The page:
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In 2012, Facebook Altered Content To Tweak Readers' Emotions 130

Posted by timothy
from the beats-the-top-stories-option-at-least dept.
The Atlantic reports that two years ago, Facebook briefly conducted an experiment on a subset of its users, altering the mix of content shown to them to emphasize content sorted by tone, negative or positive, and observe the results. From the Atlantic article: For one week in January 2012, data scientists skewed what almost 700,000 Facebook users saw when they logged into its service. Some people were shown content with a preponderance of happy and positive words; some were shown content analyzed as sadder than average. And when the week was over, these manipulated users were more likely to post either especially positive or negative words themselves. This tinkering was just revealed as part of a new study, published in the prestigious Proceedings of the National Academy of Sciences. Many previous studies have used Facebook data to examine “emotional contagion,” as this one did. This study is different because, while other studies have observed Facebook user data, this one set out to manipulate it. At least they showed their work.
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In 2012, Facebook Altered Content To Tweak Readers' Emotions

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  • by sjbe (173966) on Sunday June 29, 2014 @07:47AM (#47344097)

    This sort of thing is exactly why I have never signed up for an account. The lack of a moral compass at this company is profound.

  • by forand (530402) on Sunday June 29, 2014 @07:48AM (#47344103) Homepage
    This is quite interesting research that should never have been done. I am rather surprised that the National Academy published the results of a study which violated multiple ethical guidelines put in place to protect human subjects. Did Facebook track the number of suicides in the 700,000 sample? Was the rate of those given a sadder than average stream have a higher or lower rate? Do the Facebook researchers address the ethical questions posed by performing such an experiment at all?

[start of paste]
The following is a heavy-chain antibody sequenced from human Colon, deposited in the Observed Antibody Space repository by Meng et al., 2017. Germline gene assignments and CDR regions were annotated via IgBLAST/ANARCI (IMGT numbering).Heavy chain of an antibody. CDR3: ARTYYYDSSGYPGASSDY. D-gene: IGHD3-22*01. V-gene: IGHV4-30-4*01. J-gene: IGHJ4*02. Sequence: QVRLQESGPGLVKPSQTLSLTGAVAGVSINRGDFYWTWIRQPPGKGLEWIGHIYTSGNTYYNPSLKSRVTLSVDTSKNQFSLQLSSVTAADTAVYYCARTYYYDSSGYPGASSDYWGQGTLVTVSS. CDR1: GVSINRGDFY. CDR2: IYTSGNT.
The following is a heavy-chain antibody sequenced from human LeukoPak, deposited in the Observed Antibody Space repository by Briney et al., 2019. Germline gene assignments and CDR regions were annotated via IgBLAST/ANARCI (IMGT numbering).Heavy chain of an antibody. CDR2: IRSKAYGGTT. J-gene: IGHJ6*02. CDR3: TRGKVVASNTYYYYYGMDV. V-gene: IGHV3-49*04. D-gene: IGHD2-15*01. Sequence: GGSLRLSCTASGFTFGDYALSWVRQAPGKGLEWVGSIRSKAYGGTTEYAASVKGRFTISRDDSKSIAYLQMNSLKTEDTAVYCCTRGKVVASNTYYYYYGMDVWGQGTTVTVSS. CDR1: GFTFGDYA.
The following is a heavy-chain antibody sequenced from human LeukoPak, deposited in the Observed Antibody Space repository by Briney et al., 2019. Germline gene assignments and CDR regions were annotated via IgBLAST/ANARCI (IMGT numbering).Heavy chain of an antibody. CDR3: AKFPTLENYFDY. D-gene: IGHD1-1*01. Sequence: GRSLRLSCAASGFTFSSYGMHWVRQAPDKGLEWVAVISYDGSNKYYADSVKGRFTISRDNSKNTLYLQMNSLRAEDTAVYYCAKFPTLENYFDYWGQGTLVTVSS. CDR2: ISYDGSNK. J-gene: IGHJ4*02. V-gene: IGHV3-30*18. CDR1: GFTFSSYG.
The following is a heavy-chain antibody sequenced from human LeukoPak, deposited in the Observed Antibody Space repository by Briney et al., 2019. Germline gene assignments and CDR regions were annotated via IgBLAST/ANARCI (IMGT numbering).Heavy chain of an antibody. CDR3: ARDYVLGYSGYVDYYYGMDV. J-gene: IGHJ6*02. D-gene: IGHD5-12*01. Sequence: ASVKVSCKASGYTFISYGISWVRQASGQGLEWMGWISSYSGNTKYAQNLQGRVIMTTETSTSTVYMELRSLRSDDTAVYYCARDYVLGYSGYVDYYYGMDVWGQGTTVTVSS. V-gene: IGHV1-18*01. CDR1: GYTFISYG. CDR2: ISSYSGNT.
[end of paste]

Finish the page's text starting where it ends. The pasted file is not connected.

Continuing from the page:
• Re:consent (Score:5, Insightful)

    by Sqr(twg) (2126054) on Sunday June 29, 2014 @08:00AM (#47344143)

    [citation needed]. Almost every major website does A/B_testing [wikipedia.org]. Is there a law againt this? (That's not a rethorical question. I actually would like to know.)

  • by Anonymous Coward on Sunday June 29, 2014 @08:06AM (#47344169)

    What exactly is considered a "psychological experiment"? Your definition seems very vague, and implies that any sort of software usability testing or change that involves offering different experiences to different users should be outlawed or very strictly controlled.

    Take Mozilla Firefox as a recent example. Firefox 28 had a shitty, but at least partially usable user interface. Then Mozilla released Firefox 29, which brought in the Australis user interface, which is indisputably a pretty much unusable pile of feces. The psychological impacts of these changes are profound. Users who use Firefox 28 tend to be agitated due to its bad UI. But users who use Firefox 29 or later are often foaming at the mouth with outright anger over the horrible experience they're being subjected to.

    Under your definition, it would be "wrong" to compare the user experience of those using Firefox 28 versus those using Firefox 29 or later without having them sign a bunch of paperwork.

  • by JustNiz (692889) on Sunday June 29, 2014 @08:59AM (#47344325)

    it seems its pretty much the same for every other large US company too.

  • Re:consent (Score:3, Insightful)

    by Anonymous Coward on Sunday June 29, 2014 @09:01AM (#47344337)

    I don't think this is about whether Facebook had a legal right to do this, but more on that in a minute. It's more about whether it was ethical on their part. Regardless, I think it clearly was not ethical for the researchers to do this study without getting the approval of the users who took part in the study.

    Getting back to the legal issue, every site or app has a Terms of Services agreement. Does FB's TOS say that you might be randomly placed in a A/B test used for academic research purposes? If they don't, it seems to me that could be a legal issue.

  • Re:consent (Score:2, Insightful)

    by nospam007 (722110) * on Sunday June 29, 2014 @09:52AM (#47344527)

    "There are laws governing obtaining informed consent from humans before performing psychological experiments on them. I doubt that a EULA can override them. This should be interesting..."

    They can do whatever they want, it's their site. They decide what to show you, if they show you something and when.
    And they have the right to sell that information about you at any price they choose.
    It's their business.
    You are the product, the psychologists are the customer.

  • Re:consent (Score:4, Insightful)

    by sribe (304414) on Sunday June 29, 2014 @10:05AM (#47344597)

    They can do whatever they want, it's their site.

    Did you think about that before you wrote it? If not, take a second and think about it.

    There are many, many, many things they cannot do with their site.

  • Re:consent (Score:3, Insightful)

    by wisnoskij (1206448) on Sunday June 29, 2014 @03:26PM (#47346129) Homepage
    A psychological experiment cannot be called innocuous before the results are in. Who knows, maybe a extremely depressed person is 20 times more likely to commit suicide if they see that the world is 100% perfectly happy and positive.

A language that doesn't have everything is actually easier to program in than some that do. -- Dennis M. Ritchie

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